This is a very nice amulet in the shape of a djed pillar, consisting, as usual, of a tall shaft which is crossed by four horizontal ribs near the top, with three horizontal lines below, and a back pillar. The amulet is pierced horizontally for suspension.
The djed first appeared in the Old Kingdom and soon became one of the most important funerary amulets, intended to give stability to the backbone of the mummy. There has been some discussion about what the djed depicts, but nowadays it is more or less generally accepted that it is a stylised trunk of a tree with its branches lopped off, although others maintain that it is a sheaf of grain or a bundle of papyrus stalks. Early it was associated with the gods Sokar and Ptah, but later it was adopted by Osiris, to become a stylised representation of his backbone; some rare examples were even provided with the atef crown.
The ancient Egyptian word Dd (djed) indicated endurance, stability, rejuvenation and similar concepts. A text from the Book of the Dead (spell 155) was supposed to be recited over a djed amulet made of gold and placed on the throat of the deceased on the day of the burial; it would make the deceased "a worthy spirit who will be in the realm of the dead on New Year's day like those who are in the suite of Osiris". However, many of these amulets were found on other parts of the body of mummies, especially on the breast and stomach, and few were of gold. Instead, many of them were made of faience and were either green glazed or blue glazed, these colours being related to regeneration.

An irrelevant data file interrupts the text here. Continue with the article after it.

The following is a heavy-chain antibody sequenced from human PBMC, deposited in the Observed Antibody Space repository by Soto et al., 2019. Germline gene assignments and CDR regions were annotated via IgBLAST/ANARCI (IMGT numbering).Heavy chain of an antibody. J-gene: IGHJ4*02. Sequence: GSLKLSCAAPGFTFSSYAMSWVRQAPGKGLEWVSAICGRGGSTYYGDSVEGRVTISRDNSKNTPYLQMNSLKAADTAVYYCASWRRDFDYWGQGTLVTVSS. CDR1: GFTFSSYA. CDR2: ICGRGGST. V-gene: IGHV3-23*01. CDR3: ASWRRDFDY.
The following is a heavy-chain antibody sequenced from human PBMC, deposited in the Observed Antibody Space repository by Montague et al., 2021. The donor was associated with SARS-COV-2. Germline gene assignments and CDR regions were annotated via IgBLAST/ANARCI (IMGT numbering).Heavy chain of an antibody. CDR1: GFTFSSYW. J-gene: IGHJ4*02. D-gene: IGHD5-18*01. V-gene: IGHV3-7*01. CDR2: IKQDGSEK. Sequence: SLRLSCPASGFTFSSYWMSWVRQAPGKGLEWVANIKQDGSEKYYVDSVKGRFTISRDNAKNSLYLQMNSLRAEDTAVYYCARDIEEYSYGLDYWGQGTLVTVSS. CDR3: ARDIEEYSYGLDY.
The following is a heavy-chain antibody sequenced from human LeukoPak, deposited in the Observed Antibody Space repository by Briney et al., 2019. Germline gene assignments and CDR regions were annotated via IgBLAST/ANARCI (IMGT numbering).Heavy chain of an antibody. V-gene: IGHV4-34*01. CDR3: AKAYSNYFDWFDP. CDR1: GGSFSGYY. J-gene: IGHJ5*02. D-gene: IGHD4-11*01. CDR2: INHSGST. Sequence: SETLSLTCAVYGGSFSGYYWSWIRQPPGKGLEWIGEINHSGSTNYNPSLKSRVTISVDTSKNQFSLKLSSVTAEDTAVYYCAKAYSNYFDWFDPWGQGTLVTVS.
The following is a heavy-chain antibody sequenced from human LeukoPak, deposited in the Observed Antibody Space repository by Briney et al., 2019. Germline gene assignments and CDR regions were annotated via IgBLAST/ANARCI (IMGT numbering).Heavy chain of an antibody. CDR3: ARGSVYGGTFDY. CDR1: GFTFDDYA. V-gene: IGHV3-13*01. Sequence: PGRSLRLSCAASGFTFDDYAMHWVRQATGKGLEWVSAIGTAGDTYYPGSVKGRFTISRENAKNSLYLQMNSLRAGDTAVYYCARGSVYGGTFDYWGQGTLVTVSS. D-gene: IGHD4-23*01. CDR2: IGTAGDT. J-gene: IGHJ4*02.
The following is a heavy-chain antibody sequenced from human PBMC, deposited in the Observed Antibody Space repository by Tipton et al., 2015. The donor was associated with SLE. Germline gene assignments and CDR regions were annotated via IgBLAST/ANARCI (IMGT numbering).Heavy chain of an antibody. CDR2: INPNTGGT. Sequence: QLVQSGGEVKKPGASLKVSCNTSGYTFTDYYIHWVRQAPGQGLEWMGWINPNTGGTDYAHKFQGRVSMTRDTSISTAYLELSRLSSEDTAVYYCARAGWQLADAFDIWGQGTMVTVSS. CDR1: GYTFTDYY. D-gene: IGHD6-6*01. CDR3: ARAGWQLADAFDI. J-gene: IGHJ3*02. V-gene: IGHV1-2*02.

Carol Andrews, Amulets of Ancient Egypt (London, British Museum Press, 1994), p. 10-11, 82-83;
Philippe Germond, The Symbolic World of Egyptian Amulets: From the Jacques-Édouard Berger Collection (Milan, 5 Continents Editions, 2005), p. 39, 95 nr 49.
Late Period, circa 664-332 B.C.
Height 2.5 cm excluding the base.
Dutch private collection, acquired in the 1990s from IADAA dealer Mieke Zilverberg, Amsterdam.
Intact with some minor discoloration, as shown; glued to a modern base. Very sharp details.